Tuesday, August 14, 2007

What's it like to be neurotypical?

It's not having to think about what it's like to be neurotypical. Unless you want to, just for fun. (I ripped this off from an ethnic diversity skit I saw in college, where at the end, the white person said, "What it means to be white is not having to think about what it means to be white.")

It's not even having to hear of the word neurotypical unless you end up with important autistics in your life.

It's being able to laugh at all the NT jokes on autistic websites and knowing that you don't fit all the stereotypes, while not having to worry about an autistic boss, in-law, friend, or family member assuming that you must not be capable of thinking rationally or speaking honestly because you're neurotypical, or saying in all seriousness, "You can't be neurotypical! You can hold an intelligent conversation and don't have to buy all the latest fashions."

It's wondering why your aspie boyfriend drives some of your relatives crazy, becuase you don't have to think about all the nonverbal cues and tokens of politeness that your relatives are automatically looking for and not finding. You seem to get along just fine with them...well, ok, not perfectly, but you don't seem to annoy them as much as he does.

It's being able to wear clothes with tags (well, most of the time - some tags do grate), work under fluorescent lights, eat foods of any texture, wash your hair, clip your nails, and sleep with no blanket on in the summer, all comfortably.

It's being able to fidget without it being called some specialized term which sounds like a euphemism for fidgeting with one's own unmentionables, have a passionate interest without it being called a "perseveration," participate in classes and activities without them being called "therapies," and appreciate the small beautiful things in life without being accused of being unable to see the big picture.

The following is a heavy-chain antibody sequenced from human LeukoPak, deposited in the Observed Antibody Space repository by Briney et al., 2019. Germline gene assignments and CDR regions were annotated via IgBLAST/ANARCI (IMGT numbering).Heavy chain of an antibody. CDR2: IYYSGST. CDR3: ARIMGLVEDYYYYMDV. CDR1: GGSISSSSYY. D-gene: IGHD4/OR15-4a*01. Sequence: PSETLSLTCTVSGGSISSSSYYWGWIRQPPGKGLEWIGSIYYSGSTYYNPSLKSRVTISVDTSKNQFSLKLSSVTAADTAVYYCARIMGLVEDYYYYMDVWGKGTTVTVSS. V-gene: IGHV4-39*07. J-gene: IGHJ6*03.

It's being unable to claim some glorified label that wins you nerd status points...but gleefully being able to glorify that label without realizing its full implications.

It's actually enjoying chattering about the weather with an acquaintance for a few minutes.

It's being able to let a minor conflict turn into a fascinating conversation with your Aspie boyfriend about how your minds work differently from each other, and to wonder what it would be like to think and feel the way he does, and be eager to apply this information to resolve the conflict...while your relatives still attribute most of their conflicts with him to his being spoiled and rude.

It's not having people wonder if you're biologically incapable of loving someone.

It's not seeing people like you being described in the media as an alien, ghostly, pitiful, or unsentient being, or their neurological status mentioned in news reports about crime except when a neighbor comments, "He was such a nice, friendly person. I never expected this of him."

It's seeing everyone who commits a crime being labeled "evil" and "a monster," so even if they showed no introversion, eccentricities, or signs of so-called mental disorders, you can reassure yourself - if you want to - that the criminal is not like you and that nobody has to worry about you or someone like you committing a crime.

It's living in your own little world just as much as any autistic does, without people making a big deal out of it.

It's reading in a popular neuropsych book about the prevalence of people lying to themselves, and automatically thinking of yourself as an exception, and then reading that statistics say most people think they're exceptions. And then deciding that if you do lie to yourself constantly, you're probably so deeply unaware of it that you'll probably never be able to figure out the truth anyway. And then wanting to figure out the truth because you still want to be an exception.

1 comment:

Bill Stewart said...

I have never asked myself what it would be like to be neurotypical. Your post offers some interesting insights though. It gives me something to think about.

Bill | http://www.omdlaw.com/family_law.html